Sony Cut to Junk by Moody’s as Mobile Devices Lure Buyers

Sony Corp. (6758) had its credit rating cut to junk by Moody’s Investors Service as Japan’s biggest television maker struggles to capture consumer demand for smartphones and tablet computers.

The rating was lowered to Ba1, one level below investment grade, from Baa3 and the outlook is stable, Moody’s said in an e-mailed statement yesterday. The company is also rated junk at Fitch Ratings, while Standard & Poor’s has Sony on the second-lowest investment grade. The stock fell to the lowest in more than two months.

Sony, which posted a surprise loss in the September quarter, is battling shrinking demand for TVs and personal computers as consumers switch to mobile devices produced by Apple Inc. and Samsung Electronics Co. (005930) Chief Executive Officer Kazuo Hirai is trying to turn around earnings at the Tokyo-based company by wringing benefits out of holdings from consumer electronics to mobile phones and entertainment.

“Sony’s profitability is likely to remain weak and volatile,” Moody’s said in the statement. “We expect the majority of its core consumer electronics businesses -- such as TVs, mobile, digital cameras and personal computers -- to continue to face significant downward earnings pressure.”

Photographer: Patrick T. Fallon/Bloomberg

Attendees visit the Sony Corp. booth during the 2014 Consumer Electronics Show (CES) in Las Vegas. Close

Attendees visit the Sony Corp. booth during the 2014 Consumer Electronics Show (CES) in Las Vegas.

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Photographer: Patrick T. Fallon/Bloomberg

Attendees visit the Sony Corp. booth during the 2014 Consumer Electronics Show (CES) in Las Vegas.

The PC industry had its worst year in 2013, with shipments dropping 10 percent amid the shift to mobile devices. Sony in October cut its annual sales forecast for Vaio computers to 5.8 million units from 6.2 million and said the business needed fundamental reform.

Slumping Televisions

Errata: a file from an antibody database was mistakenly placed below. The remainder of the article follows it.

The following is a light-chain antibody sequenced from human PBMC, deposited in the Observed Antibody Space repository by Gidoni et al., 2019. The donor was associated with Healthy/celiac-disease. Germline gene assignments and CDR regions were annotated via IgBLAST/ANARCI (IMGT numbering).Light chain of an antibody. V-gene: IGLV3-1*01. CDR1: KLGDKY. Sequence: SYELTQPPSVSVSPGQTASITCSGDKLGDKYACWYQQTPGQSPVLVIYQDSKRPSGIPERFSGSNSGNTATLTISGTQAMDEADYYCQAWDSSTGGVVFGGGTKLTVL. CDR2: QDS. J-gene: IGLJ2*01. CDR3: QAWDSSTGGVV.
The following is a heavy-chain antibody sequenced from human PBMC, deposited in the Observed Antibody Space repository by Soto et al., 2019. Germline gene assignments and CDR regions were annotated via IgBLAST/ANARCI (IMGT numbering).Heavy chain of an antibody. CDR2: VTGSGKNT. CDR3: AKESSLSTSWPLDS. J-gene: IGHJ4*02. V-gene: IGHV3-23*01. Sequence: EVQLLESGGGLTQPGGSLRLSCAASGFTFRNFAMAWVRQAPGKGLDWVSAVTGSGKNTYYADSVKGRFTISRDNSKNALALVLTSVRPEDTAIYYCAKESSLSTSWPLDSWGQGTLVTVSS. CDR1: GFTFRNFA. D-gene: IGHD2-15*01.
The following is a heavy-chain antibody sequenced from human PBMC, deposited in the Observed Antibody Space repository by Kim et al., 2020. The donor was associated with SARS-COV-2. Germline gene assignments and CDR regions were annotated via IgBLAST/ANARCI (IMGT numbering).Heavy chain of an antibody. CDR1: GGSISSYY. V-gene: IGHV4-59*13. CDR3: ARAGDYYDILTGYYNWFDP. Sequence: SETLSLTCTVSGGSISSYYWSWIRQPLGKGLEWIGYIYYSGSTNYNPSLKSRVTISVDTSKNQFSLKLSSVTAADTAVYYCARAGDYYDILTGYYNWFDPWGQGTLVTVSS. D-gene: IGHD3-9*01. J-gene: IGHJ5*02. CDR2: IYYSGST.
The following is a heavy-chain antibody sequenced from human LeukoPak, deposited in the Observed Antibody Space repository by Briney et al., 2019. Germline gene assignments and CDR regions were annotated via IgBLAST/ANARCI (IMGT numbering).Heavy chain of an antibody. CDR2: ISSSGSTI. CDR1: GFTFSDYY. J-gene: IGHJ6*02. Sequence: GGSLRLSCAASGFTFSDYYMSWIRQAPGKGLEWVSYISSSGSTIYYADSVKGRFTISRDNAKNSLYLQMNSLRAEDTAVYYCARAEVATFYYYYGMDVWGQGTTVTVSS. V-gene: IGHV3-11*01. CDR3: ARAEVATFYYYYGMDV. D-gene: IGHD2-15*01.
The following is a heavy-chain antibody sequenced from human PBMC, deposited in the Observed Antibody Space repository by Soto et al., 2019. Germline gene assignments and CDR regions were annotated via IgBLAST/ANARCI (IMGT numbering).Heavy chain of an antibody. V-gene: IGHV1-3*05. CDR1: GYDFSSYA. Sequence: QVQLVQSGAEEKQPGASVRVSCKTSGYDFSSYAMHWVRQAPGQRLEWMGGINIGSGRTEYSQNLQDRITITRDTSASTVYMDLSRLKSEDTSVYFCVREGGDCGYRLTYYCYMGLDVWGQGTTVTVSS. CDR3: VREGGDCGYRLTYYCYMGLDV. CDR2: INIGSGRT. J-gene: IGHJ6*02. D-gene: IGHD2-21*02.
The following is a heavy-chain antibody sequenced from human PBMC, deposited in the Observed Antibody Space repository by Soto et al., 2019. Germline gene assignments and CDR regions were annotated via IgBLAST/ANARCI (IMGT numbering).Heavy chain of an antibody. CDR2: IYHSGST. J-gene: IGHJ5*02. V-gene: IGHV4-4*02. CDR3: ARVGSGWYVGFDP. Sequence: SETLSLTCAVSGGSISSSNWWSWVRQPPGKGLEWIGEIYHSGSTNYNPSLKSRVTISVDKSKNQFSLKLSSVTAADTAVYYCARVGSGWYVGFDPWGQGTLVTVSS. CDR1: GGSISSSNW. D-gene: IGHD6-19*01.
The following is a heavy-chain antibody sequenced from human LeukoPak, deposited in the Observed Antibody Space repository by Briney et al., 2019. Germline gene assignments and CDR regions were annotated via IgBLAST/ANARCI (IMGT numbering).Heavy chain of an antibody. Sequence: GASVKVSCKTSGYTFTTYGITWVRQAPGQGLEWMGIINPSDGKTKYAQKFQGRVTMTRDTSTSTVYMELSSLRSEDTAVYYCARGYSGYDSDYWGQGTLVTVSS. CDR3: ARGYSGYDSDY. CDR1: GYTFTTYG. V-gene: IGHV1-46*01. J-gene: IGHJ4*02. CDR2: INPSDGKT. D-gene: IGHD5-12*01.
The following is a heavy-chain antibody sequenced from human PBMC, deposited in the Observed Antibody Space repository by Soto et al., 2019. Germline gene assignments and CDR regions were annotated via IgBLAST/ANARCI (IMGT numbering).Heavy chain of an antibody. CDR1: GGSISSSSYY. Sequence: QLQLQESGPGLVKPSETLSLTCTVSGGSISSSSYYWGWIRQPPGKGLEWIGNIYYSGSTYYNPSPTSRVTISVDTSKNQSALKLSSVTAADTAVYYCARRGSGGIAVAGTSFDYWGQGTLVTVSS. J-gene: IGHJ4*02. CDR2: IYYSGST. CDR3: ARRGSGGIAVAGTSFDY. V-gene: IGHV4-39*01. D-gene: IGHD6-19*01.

“We’ll continue explaining to the rating company the situations related to our businesses and financials,” Yumi Takahashi, a Tokyo-based spokeswoman for Sony, said by phone yesterday.

Sony fell 2.7 percent to 1,665 yen at the close of trade in Tokyo. Sony is scheduled to report third-quarter earnings on Feb. 6.

The cost to insure Sony debt climbed 60 basis points this year to 200 basis points on Jan. 24, headed for the biggest increase since the 118 jump 17 months ago, according to data provider CMA.

The Markit iTraxx Japan index has risen 17 to 85 so far this year, while the gauge for North American corporate bond risk added 10 to 73.

Forecast Cut

“Moody’s downgrading Sony before its earnings result at this timing makes investors more worried about Sony,” said Mana Nakazora, the chief credit analyst in Tokyo at BNP Paribas SA. “Investors have thought Sony was moving toward recovery but the downgrade by Moody’s will make people think Sony is still struggling.”

Sony in October cut its sales outlook for Bravia models by 6.7 percent and said it expected to sell 14 million liquid-crystal display sets instead of its previous projection for 15 million.

Sony’s share of global TV sales fell to 7.5 percent in the third quarter last year from 8.1 percent the previous quarter, according to NPD DisplaySearch. Sony trails Samsung and LG Electronics Inc.

The value of global TV shipments dropped 11 percent to $98.4 billion last year, the third consecutive annual decline, according to an estimate from Bank of America Merrill Lynch. Sony’s TV business has lost money for nine straight years.

Sliding Share

Yesterday’s cut “probably reflects the rating company’s view that the year-end shopping season might have been tough,” said Junya Ayada, a Tokyo-based analyst at Daiwa Securities Group Inc.

Hirai has committed to making TVs, and Sony is introducing ultra high definition sets that cost as much as $25,000. Hirai also is focusing on the new PlayStation 4 game console released last year and Xperia smartphone shipments.

While the PS4 has posted record sales, Japan’s biggest electronics exporter is also being hit in its camera and camcorder businesses, as mobile devices from Samsung and Apple with more sophisticated lenses and sensors eat into demand.

Sony’s Hollywood film studio began cutting jobs, including its head of technology, as the unit moves forward with $250 million in expense reductions pledged by Hirai, the company said in a statement on Jan. 22.

To contact the reporters on this story: Mariko Yasu in Tokyo at myasu@bloomberg.net; Grace Huang in Tokyo at xhuang66@bloomberg.net

To contact the editor responsible for this story: Michael Tighe at mtighe4@bloomberg.net

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